All over the world, pigs are raised on farms to be slaughtered for meat consumption, but did you know that pigs are exceptionally smart animals? In fact, they’re second in intelligence only to chimps and dolphins! Here are 10 facts about farm pigs that will give you an inside look into how they live, breed, eat and even sleep while they’re being prepared to become delicious bacon. This article was written by an accomplished blogger and has been shared all over the internet! Check out this article to learn more about farm pigs!
1) The average pig could swim 2 miles
Pigs are incredible swimmers and have been known to swim up to 2 miles at a time. Pregnant sows may even seek out water in order to help keep their unborn piglets safe and cool. Even though pigs may seem lazy, they’re actually very good at foraging for food on their own. They are highly intelligent animals with the ability to solve problems, use tools and remember things from their pasts that we could never imagine.
2) They can be bred in three months
Pigs are a very intelligent animal, and farmers have found that breeding pigs can be a much more difficult task than it would seem. In the wild, pigs will mate for up to five minutes, but domesticated pigs need to be taught how to mate. Farmers also have to worry about whether or not the sow is in heat, which can make things even more confusing.
3) Their tail can regrow if it’s been chopped off
Pigs are actually pretty cool animals. They’re smart, they’re social, and they even have the ability to regrow their tail if it’s been chopped off! The only animals pigs cannot get along with are those that hunt them in the wild (like wolves).
4) Piglets can eat 20 pounds a day
Piglets are born with an instinct to root and to search for food, which is why they need plenty of protein-rich milk. That’s why farmers feed them around 20 pounds a day in the first few weeks of their life. They grow so fast that they can weigh up to 600 pounds by the time they’re six months old.
5) Farm pigs live two years longer than wild ones
Farm pigs live two years longer than wild ones, and as a result they have to endure less abuse.
Farm pigs are often socialized with humans, meaning they will be more docile and easier to handle. The reason for the increased lifespan is because farm pigs eat better, and receive veterinary care when needed. And because of the healthier diet, their immune systems are stronger against diseases. In addition to that, many states require that all slaughterhouses provide humane euthanasia for farm animals who can no longer walk on their own or who have health problems severe enough that it would be inhumane not to put them down painlessly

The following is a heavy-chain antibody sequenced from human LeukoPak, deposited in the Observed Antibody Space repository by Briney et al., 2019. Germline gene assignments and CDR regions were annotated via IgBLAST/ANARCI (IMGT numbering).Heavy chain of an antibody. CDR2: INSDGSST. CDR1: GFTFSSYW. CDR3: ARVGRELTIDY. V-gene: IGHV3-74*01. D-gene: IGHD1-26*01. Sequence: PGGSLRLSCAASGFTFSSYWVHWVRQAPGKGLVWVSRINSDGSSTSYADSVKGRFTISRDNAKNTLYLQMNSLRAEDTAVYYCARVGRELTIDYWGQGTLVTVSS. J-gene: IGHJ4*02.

6) A wild boar can travel 30 miles in one night
Pigs are amazingly smart and social animals. They’re also very strong, capable of moving up to 30 miles in one night. They have a keen sense of hearing and can find food underground just by listening for it. However, they don’t have a good sense of smell so they often rely on their strong sense of hearing and sniffing out food sources.
7) They have very poor vision
Pigs are nearsighted and colorblind, so they depend on their sense of smell. Despite being known as the otter species in the animal kingdom, they have a cloven hoof like cattle, not webbed toes like otters. They also don’t have sweat glands (like humans) but instead pant to cool down.
8) They’re smart and fast learners
Farm pigs are amazing animals and they’re incredibly smart. They learn at a very fast rate and can remember things that they’ve learned in the past. In fact, if you train a farm pig to do something once, it will retain the knowledge for over 3 years.
9) Like us, they have fingerprints
Just like humans, pigs have fingerprints. They use their hooves to find food and water. They are very social animals and prefer to be in groups. And the most amazing fact? Baby pigs are born with spots on their skin!
10) We share 96% of their DNA
Farm pigs are more closely related to us than their wild relatives. They share 96% of the same DNA as humans, which is five times as much as a mouse shares with us. This means that they’re genetically closer to us than we are to a rat.